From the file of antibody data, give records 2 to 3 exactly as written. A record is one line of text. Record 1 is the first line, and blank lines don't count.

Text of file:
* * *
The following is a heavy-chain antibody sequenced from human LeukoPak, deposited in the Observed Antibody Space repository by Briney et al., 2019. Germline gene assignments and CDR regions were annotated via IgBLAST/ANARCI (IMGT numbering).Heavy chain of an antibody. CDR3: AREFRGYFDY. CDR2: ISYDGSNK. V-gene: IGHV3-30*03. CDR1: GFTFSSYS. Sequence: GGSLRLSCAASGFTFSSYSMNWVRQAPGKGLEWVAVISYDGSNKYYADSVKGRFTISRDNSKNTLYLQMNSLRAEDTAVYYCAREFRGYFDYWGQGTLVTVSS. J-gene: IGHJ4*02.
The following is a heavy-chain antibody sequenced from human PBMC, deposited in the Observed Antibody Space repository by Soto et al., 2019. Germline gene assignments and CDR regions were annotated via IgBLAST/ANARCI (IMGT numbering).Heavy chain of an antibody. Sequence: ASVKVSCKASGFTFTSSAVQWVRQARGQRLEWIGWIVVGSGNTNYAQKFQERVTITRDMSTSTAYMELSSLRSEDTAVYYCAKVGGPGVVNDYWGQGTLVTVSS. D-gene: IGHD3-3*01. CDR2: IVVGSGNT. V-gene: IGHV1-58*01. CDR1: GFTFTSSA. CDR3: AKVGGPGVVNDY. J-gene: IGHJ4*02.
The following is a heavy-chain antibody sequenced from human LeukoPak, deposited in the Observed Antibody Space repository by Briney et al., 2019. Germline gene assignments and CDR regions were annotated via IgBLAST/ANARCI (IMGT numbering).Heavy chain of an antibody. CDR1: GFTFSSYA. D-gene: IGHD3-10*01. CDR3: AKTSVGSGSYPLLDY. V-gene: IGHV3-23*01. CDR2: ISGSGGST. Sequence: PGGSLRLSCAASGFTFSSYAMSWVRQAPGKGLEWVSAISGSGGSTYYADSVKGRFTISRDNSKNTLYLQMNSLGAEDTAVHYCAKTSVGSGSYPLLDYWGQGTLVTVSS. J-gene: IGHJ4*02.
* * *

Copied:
The following is a heavy-chain antibody sequenced from human PBMC, deposited in the Observed Antibody Space repository by Soto et al., 2019. Germline gene assignments and CDR regions were annotated via IgBLAST/ANARCI (IMGT numbering).Heavy chain of an antibody. Sequence: ASVKVSCKASGFTFTSSAVQWVRQARGQRLEWIGWIVVGSGNTNYAQKFQERVTITRDMSTSTAYMELSSLRSEDTAVYYCAKVGGPGVVNDYWGQGTLVTVSS. D-gene: IGHD3-3*01. CDR2: IVVGSGNT. V-gene: IGHV1-58*01. CDR1: GFTFTSSA. CDR3: AKVGGPGVVNDY. J-gene: IGHJ4*02.
The following is a heavy-chain antibody sequenced from human LeukoPak, deposited in the Observed Antibody Space repository by Briney et al., 2019. Germline gene assignments and CDR regions were annotated via IgBLAST/ANARCI (IMGT numbering).Heavy chain of an antibody. CDR1: GFTFSSYA. D-gene: IGHD3-10*01. CDR3: AKTSVGSGSYPLLDY. V-gene: IGHV3-23*01. CDR2: ISGSGGST. Sequence: PGGSLRLSCAASGFTFSSYAMSWVRQAPGKGLEWVSAISGSGGSTYYADSVKGRFTISRDNSKNTLYLQMNSLGAEDTAVHYCAKTSVGSGSYPLLDYWGQGTLVTVSS. J-gene: IGHJ4*02.